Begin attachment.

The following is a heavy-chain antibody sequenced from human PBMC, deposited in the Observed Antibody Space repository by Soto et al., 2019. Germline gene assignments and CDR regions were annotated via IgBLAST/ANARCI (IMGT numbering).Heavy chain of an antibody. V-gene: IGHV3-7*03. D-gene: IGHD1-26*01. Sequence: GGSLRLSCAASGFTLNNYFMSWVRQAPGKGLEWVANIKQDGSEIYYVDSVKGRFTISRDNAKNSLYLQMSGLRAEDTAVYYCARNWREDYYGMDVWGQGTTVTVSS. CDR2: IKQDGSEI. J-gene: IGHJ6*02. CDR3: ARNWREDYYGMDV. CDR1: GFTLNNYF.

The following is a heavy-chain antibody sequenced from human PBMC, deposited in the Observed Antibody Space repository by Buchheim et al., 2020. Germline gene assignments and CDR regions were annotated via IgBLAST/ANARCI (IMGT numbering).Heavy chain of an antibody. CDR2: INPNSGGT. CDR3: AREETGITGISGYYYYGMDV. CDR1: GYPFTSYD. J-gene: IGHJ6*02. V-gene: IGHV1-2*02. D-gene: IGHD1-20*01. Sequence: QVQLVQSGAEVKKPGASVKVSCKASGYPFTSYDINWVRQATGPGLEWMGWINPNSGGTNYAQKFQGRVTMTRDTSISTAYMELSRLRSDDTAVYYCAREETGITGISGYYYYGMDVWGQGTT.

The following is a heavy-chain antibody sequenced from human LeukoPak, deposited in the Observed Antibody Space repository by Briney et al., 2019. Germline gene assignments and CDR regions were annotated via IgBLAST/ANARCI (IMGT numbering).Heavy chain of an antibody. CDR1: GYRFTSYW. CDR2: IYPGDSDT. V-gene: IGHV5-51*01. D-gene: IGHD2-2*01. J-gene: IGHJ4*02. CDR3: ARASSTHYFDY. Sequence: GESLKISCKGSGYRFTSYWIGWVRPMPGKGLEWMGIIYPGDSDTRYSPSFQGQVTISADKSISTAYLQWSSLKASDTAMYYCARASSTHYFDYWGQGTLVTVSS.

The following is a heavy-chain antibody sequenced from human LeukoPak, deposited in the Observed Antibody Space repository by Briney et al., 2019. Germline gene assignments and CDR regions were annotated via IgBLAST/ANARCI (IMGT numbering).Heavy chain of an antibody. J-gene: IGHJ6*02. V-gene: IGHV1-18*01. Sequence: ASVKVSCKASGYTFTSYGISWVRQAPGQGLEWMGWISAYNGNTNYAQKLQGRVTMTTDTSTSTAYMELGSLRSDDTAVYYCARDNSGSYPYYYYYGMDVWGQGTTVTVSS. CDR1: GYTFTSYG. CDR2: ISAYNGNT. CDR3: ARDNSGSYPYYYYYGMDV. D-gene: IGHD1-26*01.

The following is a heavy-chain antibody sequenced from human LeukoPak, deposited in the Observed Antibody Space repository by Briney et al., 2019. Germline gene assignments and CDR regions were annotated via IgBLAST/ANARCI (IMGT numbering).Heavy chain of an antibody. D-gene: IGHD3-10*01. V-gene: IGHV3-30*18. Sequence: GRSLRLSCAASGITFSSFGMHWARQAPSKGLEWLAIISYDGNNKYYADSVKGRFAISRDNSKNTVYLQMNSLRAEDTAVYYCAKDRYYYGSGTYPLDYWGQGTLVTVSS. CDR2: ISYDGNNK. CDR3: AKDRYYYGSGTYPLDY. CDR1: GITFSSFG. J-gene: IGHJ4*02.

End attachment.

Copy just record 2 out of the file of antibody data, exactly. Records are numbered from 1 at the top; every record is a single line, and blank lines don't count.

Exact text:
The following is a heavy-chain antibody sequenced from human PBMC, deposited in the Observed Antibody Space repository by Buchheim et al., 2020. Germline gene assignments and CDR regions were annotated via IgBLAST/ANARCI (IMGT numbering).Heavy chain of an antibody. CDR2: INPNSGGT. CDR3: AREETGITGISGYYYYGMDV. CDR1: GYPFTSYD. J-gene: IGHJ6*02. V-gene: IGHV1-2*02. D-gene: IGHD1-20*01. Sequence: QVQLVQSGAEVKKPGASVKVSCKASGYPFTSYDINWVRQATGPGLEWMGWINPNSGGTNYAQKFQGRVTMTRDTSISTAYMELSRLRSDDTAVYYCAREETGITGISGYYYYGMDVWGQGTT.